Sunday, January 25, 2009

From whence come ideas? (Books - The Invention of Air by Steven Johnson)

The second chapter of Steven Johnson's excellent new book, The Invention of Air, focuses on Joseph Priestly's contributions to the discovery of oxygen, carbon dioxide, and the exchange of those two gases. Our ecosystem has evolved so that metabolic processes in plants and humans interact - each one producing as a by-product of their energy needs the gas the other requires. As always with Johnson, the story isn't just what happened but why - why then, and why by Priestley? The story of much scientific progress is a history of measurement.
...when tools for measuring increase their precision by orders of magnitude, new paradigms often energy, because the new found accuracy reveals anomalies that had gone undetected. One of the crucial benefits of increasing the accuracy of scales is that it suddenly became possible to measure things that had almost no weight.

The discovery of 'airs' or gases at that time rests on the fact that if you heat certain substances, they lose a very small amount of its weight because they release something (a gas) into the air. The fact of this weight change was only measurable on a very sensitive scale, as the weight lost is relatively small. But the fact of this weight change was the evidence of the existence of this gas, which is not visible to the eye.

As to why Priestley, Johnson tries to dispell the myth of scientific eureka moments and to put in its place the notion of long development:
What's interesting about Priestley is not that he had a hunch, but rather that he had the intelligence and the leisure time to let that hunch lurk in the background for theirty years, growing and evolving and connecting with each new milestone in Priestley's career. We know that epiphanies are a myth of popular science, that ideas don't just fall out of the sky, or leap out of our subconscious. But we don't yet recognize how slow in developing most good ideas are, how they often need to remain dormant as intuitive hunches for decades before they flower. Chance favors the prepared mind, and Priestely had been preparing for thirty years. We talk about great ideas using the language of flashes and instant reveleation, but most great ideas happen on the scale of generations, not seconds.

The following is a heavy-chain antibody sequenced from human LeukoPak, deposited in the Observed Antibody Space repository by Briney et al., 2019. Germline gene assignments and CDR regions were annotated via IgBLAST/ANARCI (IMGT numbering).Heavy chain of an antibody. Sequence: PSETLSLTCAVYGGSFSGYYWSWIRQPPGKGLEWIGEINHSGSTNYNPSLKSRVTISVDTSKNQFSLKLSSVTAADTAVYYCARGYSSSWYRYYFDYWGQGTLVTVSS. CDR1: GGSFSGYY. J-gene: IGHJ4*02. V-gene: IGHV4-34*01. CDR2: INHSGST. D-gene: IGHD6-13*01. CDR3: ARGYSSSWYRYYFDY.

This becomes another moment for a disquisition by Johnson on the spreading of ideas through networks, which is a veritable obsession with him. He sees them everywhere but I am sure that he would argue, that's because they are everywhere, and I would be inclined to agree with him. He continues to develop the idea he introduced in the first chapter about the coffee houses of the era being much like the internet of the present - a forum for connection. But in this chapter he talks about the connection of the inventor to the network of ideas and associations that are peculiarly his:
...the inventor networks with his own past selves, his or her ability to keep old ideas association alive in the mind. If great ideas usually arrive in fragments, a partial cluster of neurons, then part of the secret to having great ideas lies in creating a working environment where those fragments are nurtured and sustained over time.
Networking with your own past selves - as though each of our thoughts and experiences begin as separate skeins that reach back in time, but are finally woven together into cloth. I thought too how those would not be only intellectual skeins, but also purely sensoral ones (things we see, hear, or smell over time), as well as elements of emotion and personality. Lovely thought, Mr. Johnson. It seems similar to what you have done in this book - weaving what might be seen as wildly divergent strands into whole cloth both useful and beautiful.

4 comments:

C. B. James said...

You have certainly caught my interest with this review. I'm trying to up my non-fiction reading this year. I'll have to add this one to my list. It sounds very good.

Ted said...

C. J. Johnson really writes about science in the context of culture fluidly. I think you will like him.

Matt said...

Very interesting thoughts. This takes me back to the old neck of the wood, when I was a chemistry major in college. I recall many of the scientists at the time had neglected the very minimal weight change and thus dismissed it as error.

Ted said...

Matt - I didn't know you had been a chem major! You are a man of many surprises.